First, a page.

Fig. 1

Maximum intensity projection (MIP) reconstruction (a) and thin slice (b) images of contrast-enhanced abdominal CT scan in the arterial phase show a small right renal artery (arrow in a) with a pseudoaneurysm (arrowhead in a and b), and a hypo-enhancing ill-defined mass originating from the right kidney (asterisk in b). There is tumoral erosion and invasion into the adjacent duodenum and remaining renal tissue (white arrows in b)

Angiographic examination of the renal artery revealed a lobulated pseudoaneurysm with intermittent episodes of hemorrhage into the duodenum. The lesion was successfully excluded using coils (Fig. 2) and GIB was controlled.
Fig. 2

Digital subtraction angiography before (a-c) and after (d) embolization. On the initial angiogram of right renal artery, a pseudoaneurysm is seen (black arrows in a to c) in the distal extra-renal segment of right renal artery. During contrast injection, rupture and contrast extravasation is noted (white arrow in b). The extravasated contrast enters the duodenum and forms the contour of this structure at later phases of injection (white arrows in c). Post-embolization angiogram (d) shows adequate embolization and exclusion of pseudoaneurysm. The coils are seen in the renal artery (black arrow in d)

The patients remained stable after the surgery and was scheduled for systemic chemotherapy. Unfortunately, he decided to leave the hospital against medical advice after two weeks and we could not contact him since then. GI bleeding did not recur during his hospital stay.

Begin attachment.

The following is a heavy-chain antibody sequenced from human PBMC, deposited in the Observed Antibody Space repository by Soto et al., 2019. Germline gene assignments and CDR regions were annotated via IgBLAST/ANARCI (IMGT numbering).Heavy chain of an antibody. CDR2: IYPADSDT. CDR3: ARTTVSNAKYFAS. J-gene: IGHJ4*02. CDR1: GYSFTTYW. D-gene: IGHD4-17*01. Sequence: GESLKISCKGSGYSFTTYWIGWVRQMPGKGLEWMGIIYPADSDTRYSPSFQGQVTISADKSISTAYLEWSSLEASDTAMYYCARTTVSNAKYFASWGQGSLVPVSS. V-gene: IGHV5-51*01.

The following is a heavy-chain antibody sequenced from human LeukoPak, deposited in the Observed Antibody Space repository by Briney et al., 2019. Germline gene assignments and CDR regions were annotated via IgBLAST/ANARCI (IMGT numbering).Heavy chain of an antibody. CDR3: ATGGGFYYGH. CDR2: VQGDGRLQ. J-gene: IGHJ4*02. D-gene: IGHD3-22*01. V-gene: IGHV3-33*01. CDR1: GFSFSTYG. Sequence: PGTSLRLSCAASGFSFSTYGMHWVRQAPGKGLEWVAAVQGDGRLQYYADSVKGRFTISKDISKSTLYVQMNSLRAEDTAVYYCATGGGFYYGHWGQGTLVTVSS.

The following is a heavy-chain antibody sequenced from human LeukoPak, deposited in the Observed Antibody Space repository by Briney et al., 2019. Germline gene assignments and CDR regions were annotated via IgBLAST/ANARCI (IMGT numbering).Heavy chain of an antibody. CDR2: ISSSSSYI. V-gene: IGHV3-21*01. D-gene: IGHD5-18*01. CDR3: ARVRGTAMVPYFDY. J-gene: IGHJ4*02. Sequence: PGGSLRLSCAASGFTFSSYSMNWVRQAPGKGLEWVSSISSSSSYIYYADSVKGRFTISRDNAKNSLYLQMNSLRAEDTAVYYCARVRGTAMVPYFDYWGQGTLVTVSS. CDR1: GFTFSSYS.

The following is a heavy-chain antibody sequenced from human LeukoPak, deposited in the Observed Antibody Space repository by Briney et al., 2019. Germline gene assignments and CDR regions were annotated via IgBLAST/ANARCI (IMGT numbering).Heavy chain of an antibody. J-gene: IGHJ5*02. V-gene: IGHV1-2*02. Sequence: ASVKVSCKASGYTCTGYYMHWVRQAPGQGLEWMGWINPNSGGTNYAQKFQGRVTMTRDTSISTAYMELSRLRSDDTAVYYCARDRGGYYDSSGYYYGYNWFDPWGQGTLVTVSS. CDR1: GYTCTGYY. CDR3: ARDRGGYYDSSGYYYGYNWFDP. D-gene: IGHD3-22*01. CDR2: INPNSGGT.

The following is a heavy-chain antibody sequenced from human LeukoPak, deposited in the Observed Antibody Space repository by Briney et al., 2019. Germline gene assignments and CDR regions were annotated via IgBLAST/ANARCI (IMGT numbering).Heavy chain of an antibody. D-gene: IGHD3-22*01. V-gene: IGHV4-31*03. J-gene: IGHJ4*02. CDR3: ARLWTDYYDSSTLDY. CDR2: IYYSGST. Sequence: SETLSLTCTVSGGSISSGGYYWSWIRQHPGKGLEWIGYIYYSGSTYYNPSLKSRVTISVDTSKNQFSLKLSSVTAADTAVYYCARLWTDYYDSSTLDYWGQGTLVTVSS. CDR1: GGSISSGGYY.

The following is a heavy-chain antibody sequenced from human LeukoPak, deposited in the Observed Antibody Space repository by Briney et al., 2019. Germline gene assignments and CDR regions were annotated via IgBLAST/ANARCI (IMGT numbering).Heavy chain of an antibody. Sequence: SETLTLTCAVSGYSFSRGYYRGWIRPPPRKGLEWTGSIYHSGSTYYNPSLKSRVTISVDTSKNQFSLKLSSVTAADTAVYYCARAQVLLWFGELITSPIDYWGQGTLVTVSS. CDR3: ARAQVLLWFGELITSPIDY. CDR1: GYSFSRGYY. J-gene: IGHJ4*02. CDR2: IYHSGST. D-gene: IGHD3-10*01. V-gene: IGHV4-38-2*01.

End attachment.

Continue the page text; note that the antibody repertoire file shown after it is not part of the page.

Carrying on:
Conclusion

Gastrointestinal metastases are rare causes of GIB (Bhatia et al., 2006). GI involvement can be due to direct extension of primary or recurrent tumor in the renal bed or from hematogenous metastasis (Fidelman et al., 2010). Duodenum is the most common site of GI involvement, given its close proximity to the right kidney (Ouellet et al., 2018). Clinical symptoms of GI involvement are usually related to the tumor-related hemorrhage including melena (Ohmura et al., 2000; Ali et al., 2013), hematemesis (Blake et al., 1995), hematochezia (Ali et al., 2013), haemobilia (Lynch-Nyhan et al., 1987) and iron-deficiency anemia (Kobak et al., 2006), or bowel obstruction (Sadler et al., 2007). Sixty-nine percent of patients with solitary GI metastasis from RCC present with GIB, but massive GIB is a rare occurrence (Ohmura et al., 2000). An ulcerative metastatic mass in the duodenum is the main cause of GIB (Rustagi et al., 2011; Chang et al., 2004; Cherian et al., 2011). Duodenal involvement with pseudoaneurysm formation as the cause of GI bleeding has also been reported in patients with clinical history of RCC in the literature (Blake et al., 1995).